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What You Need to Know about Chrome
Google's new Chrome Web browser is being hailed as a game-changer. It is fast, has a clean interface and some snazzy features that other browsers do not have.
Does that mean you should download it right now and spend the time to learn it? If you like new technology, the answer is "sure".
But if you need to be assured of some payoff in new technology before you invest time in it, you might rightly want some questions answered before you switch. Here are a few.
The company line is that today's Web browsers - Internet Explorer (IE) and Firefox chief among them - were built at a time when most of what people did on the Web were view static pages.
Now, Google says, folks want to do all sorts of things on the Web: play games, balance their cheque books, upload and watch elaborate multimedia presentations, even compose documents or create spreadsheets. The major Web browsers, Google's management and developers say, have been slow to keep pace with what users are demanding of the Internet.
Google's answer to this was to create a brand new Web browser built from the ground up using the latest technologies and technological innovations. And the goal was to build this new browser as an open source model.
This means that developers from around the world will have access to the inner workings of the code so that add-ons, extensions, and improvements can be made by the world-wide community of developers. Google believes that with this platform, developers will be able to build the next generation of Web applications.
Holding the reins of this initiative, of course, gives Google tremendous power should the browser come to dominate, and there's clearly plenty of ways the company can exploit that for its own purposes.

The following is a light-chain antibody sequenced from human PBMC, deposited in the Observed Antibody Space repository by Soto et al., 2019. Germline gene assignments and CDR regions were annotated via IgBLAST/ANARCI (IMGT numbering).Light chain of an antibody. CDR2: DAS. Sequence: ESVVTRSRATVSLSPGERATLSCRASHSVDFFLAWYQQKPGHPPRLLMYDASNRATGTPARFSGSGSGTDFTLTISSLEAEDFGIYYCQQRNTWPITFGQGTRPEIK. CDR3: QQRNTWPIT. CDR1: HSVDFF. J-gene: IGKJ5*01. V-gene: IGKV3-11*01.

Chrome is different in quite a few ways. It looks different, first of all. The interface is virtually bereft of the clutter that accompanies other browsers. There's no menu bar in Chrome, nor is there a tool bar or status bar.
The content area of the browser is larger than that of any other browser you've likely seen. Expand the browser to full screen, and Web sites essentially fill most of your desktop.
The area occupied by the address bar in other browsers - the place you can type or see the URL or Web address of the page you're viewing - acts as a search field in Chrome. So you don't specifically need to visit a search engine site to conduct a search.
Once you land on a Web page, however, the Web address is shown in the same area where you conducted the search.
To customize the browser, you click a wrench icon to the right of the address bar. A page icon appears just before the wrench icon. Click that, and you will see a drop-down menu with all of the page-level options, including launching a new tab, searching, zooming, and printing.
Chrome launches faster than IE or Firefox. Performance while you're working with particular Web sites seems about the same.
On the downside, Chrome's bookmark feature is not nearly as robust as either IE's or Firefox's - there doesn't even appear to be a way to access the bookmarks using the keyboard alone.
Chrome, like Firefox, also allows Flash-heavy pages, such as those on YouTube, to consume a significant amount of processing power, slowing your overall system performance. The upcoming version of IE - version 8 - is much better in this regard.
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